On June 17, 2020, the EEOC determined a difference between testing for current COVID infection and testing for antibodies. Though testing for current infection is acceptable and making decisions on allowing employees to work based on their current infection status is permissible, testing for antibodies and requiring that as a criteria for returning to work is not permissible. The approach considers testing for current infection as "job related and consistent with business necessity" while testing for antibodies is not.
Antibody tests (also called serology tests) are intended to determine whether a person was ever infected with COVID-19. It is unknown at this time whether antibodies confer immunity and, if so, for how long.The EEOC links its guidance to the guidance issued by the Centers for Disease Control and Prevention (CDC). The CDC’s guidance states:"Serologic testing should not be used to determine immune status in individuals until the presence, durability, and duration of immunity is established.”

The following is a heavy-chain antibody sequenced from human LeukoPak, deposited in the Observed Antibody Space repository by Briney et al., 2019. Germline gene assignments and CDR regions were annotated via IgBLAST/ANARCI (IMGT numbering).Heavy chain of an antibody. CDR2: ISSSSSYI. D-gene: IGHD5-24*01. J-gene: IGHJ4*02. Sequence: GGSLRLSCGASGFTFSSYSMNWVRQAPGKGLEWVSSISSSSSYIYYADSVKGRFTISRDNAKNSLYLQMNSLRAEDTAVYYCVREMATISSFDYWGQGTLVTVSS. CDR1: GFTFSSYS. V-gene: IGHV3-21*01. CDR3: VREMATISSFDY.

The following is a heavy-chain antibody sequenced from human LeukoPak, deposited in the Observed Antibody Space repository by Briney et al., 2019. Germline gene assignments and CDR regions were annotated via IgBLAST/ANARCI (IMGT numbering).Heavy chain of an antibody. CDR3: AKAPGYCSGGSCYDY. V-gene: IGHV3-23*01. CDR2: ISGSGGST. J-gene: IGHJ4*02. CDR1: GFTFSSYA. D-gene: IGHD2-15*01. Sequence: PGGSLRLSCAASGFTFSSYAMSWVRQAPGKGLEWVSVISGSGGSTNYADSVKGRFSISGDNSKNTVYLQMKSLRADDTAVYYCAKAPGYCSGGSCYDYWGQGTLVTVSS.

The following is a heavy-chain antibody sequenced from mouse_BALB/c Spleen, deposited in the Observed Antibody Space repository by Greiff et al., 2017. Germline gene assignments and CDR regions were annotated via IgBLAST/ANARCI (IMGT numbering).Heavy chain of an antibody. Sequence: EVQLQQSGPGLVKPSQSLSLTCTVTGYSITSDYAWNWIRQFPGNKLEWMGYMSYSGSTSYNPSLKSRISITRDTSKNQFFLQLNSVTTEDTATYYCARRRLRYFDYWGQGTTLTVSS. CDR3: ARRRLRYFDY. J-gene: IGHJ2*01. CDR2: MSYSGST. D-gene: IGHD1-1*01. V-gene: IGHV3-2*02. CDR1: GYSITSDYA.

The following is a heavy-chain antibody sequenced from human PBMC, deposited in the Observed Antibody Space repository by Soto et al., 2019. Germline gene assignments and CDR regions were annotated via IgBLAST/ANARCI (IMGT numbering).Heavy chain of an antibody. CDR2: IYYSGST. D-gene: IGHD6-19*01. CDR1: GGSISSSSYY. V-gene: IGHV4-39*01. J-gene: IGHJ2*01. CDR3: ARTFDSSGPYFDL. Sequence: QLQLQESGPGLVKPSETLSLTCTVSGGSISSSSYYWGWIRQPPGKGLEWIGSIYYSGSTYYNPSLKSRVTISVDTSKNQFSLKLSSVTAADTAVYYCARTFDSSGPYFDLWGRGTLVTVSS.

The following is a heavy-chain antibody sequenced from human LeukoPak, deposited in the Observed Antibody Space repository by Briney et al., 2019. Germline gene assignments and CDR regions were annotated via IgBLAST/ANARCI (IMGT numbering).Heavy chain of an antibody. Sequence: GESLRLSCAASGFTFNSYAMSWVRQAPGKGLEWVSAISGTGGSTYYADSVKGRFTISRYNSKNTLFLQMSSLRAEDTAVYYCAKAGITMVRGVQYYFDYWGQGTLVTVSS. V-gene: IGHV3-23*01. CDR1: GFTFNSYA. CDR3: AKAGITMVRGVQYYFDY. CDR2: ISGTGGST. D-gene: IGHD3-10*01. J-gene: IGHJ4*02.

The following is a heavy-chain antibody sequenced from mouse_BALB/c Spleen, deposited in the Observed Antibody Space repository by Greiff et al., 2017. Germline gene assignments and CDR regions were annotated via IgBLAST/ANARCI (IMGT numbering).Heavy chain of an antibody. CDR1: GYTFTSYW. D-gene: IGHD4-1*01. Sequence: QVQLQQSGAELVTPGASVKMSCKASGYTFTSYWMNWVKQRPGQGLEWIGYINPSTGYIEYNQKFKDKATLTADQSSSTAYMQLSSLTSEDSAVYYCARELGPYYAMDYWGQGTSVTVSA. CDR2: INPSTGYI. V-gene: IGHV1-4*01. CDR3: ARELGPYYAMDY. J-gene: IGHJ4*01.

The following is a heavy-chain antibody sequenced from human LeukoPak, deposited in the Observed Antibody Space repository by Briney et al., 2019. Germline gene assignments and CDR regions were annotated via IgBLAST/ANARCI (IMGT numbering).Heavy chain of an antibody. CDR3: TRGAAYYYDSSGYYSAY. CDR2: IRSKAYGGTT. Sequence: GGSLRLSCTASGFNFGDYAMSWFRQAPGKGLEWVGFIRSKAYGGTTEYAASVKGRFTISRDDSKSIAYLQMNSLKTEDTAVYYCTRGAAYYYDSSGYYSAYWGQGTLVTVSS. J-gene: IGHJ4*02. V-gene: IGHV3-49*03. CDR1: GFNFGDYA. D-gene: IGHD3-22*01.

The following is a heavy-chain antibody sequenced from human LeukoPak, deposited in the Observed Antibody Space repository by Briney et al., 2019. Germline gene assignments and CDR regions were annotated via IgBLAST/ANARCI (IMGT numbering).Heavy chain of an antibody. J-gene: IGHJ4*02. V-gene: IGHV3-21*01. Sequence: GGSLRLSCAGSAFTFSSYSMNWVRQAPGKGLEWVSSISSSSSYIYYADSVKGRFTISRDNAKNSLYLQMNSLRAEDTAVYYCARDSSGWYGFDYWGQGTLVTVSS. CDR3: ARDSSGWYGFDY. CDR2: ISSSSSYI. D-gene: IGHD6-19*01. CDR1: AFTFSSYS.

As the science evolves, this position could change. Employers can still choose to offer antibody testing, but an employee’s decision to take the test must be knowing and voluntary and in most states, the employer is responsible for paying for the test.
Additionally, an employer cannot mandate that an employee reveal the results of the test to her employer. Even if the employer is voluntarily provided with the test results, the information must be treated in a confidential manner because it is a medical record.
The CDC guidance about COVID-19 is continuously evolving as is the EEOC's guidance on the Americans with Disabilities Act (ADA).